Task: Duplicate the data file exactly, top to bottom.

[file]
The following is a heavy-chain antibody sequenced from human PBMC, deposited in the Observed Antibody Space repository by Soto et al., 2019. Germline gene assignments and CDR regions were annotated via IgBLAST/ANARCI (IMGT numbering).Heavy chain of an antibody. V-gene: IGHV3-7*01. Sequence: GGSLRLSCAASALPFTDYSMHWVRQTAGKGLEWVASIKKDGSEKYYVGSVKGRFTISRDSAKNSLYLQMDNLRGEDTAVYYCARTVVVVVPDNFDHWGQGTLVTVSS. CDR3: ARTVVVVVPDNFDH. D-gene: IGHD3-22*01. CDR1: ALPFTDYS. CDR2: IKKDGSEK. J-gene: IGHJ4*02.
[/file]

The following is a heavy-chain antibody sequenced from human PBMC, deposited in the Observed Antibody Space repository by Soto et al., 2019. Germline gene assignments and CDR regions were annotated via IgBLAST/ANARCI (IMGT numbering).Heavy chain of an antibody. V-gene: IGHV3-7*01. Sequence: GGSLRLSCAASALPFTDYSMHWVRQTAGKGLEWVASIKKDGSEKYYVGSVKGRFTISRDSAKNSLYLQMDNLRGEDTAVYYCARTVVVVVPDNFDHWGQGTLVTVSS. CDR3: ARTVVVVVPDNFDH. D-gene: IGHD3-22*01. CDR1: ALPFTDYS. CDR2: IKKDGSEK. J-gene: IGHJ4*02.